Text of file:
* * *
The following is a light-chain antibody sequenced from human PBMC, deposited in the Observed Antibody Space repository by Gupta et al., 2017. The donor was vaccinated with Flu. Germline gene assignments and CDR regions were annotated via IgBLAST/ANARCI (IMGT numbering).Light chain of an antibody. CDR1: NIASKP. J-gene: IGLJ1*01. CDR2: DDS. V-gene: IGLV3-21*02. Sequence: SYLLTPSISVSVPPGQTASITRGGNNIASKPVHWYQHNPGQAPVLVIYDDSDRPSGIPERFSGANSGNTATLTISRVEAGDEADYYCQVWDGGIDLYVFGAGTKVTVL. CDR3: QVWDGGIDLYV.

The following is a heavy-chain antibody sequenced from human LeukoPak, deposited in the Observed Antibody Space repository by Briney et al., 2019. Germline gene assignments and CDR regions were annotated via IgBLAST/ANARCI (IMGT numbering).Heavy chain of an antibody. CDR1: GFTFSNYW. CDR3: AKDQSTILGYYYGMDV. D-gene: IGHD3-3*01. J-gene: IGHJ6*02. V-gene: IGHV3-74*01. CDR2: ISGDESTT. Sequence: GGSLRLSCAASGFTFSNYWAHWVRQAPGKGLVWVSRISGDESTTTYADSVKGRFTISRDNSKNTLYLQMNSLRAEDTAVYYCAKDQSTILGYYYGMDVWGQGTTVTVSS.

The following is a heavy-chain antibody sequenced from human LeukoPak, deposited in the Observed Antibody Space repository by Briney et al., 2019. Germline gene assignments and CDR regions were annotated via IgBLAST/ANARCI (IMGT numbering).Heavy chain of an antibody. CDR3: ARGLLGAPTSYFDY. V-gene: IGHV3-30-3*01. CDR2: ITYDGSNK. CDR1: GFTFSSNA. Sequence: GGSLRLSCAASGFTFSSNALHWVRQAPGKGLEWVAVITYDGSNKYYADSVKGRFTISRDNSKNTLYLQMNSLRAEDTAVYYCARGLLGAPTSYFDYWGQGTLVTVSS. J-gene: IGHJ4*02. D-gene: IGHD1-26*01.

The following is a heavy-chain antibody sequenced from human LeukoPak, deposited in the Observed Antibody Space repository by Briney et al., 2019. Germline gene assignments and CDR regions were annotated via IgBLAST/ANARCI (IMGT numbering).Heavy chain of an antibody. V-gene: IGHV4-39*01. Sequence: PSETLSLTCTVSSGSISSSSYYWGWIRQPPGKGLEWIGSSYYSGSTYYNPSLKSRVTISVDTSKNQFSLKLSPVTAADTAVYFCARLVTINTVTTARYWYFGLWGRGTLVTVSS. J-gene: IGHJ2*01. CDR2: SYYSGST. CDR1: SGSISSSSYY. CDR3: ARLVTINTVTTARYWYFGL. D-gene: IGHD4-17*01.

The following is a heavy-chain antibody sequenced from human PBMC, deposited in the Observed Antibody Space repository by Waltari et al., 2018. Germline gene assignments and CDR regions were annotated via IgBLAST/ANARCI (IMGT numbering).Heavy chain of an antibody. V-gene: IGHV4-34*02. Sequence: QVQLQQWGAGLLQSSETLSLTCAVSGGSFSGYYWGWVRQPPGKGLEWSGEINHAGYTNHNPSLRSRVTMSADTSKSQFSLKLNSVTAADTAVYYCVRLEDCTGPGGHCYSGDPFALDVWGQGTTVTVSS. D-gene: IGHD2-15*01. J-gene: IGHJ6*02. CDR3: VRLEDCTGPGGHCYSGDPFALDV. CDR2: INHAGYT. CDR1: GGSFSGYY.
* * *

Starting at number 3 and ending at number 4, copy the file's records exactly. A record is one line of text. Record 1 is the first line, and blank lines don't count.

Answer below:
The following is a heavy-chain antibody sequenced from human LeukoPak, deposited in the Observed Antibody Space repository by Briney et al., 2019. Germline gene assignments and CDR regions were annotated via IgBLAST/ANARCI (IMGT numbering).Heavy chain of an antibody. CDR3: ARGLLGAPTSYFDY. V-gene: IGHV3-30-3*01. CDR2: ITYDGSNK. CDR1: GFTFSSNA. Sequence: GGSLRLSCAASGFTFSSNALHWVRQAPGKGLEWVAVITYDGSNKYYADSVKGRFTISRDNSKNTLYLQMNSLRAEDTAVYYCARGLLGAPTSYFDYWGQGTLVTVSS. J-gene: IGHJ4*02. D-gene: IGHD1-26*01.

The following is a heavy-chain antibody sequenced from human LeukoPak, deposited in the Observed Antibody Space repository by Briney et al., 2019. Germline gene assignments and CDR regions were annotated via IgBLAST/ANARCI (IMGT numbering).Heavy chain of an antibody. V-gene: IGHV4-39*01. Sequence: PSETLSLTCTVSSGSISSSSYYWGWIRQPPGKGLEWIGSSYYSGSTYYNPSLKSRVTISVDTSKNQFSLKLSPVTAADTAVYFCARLVTINTVTTARYWYFGLWGRGTLVTVSS. J-gene: IGHJ2*01. CDR2: SYYSGST. CDR1: SGSISSSSYY. CDR3: ARLVTINTVTTARYWYFGL. D-gene: IGHD4-17*01.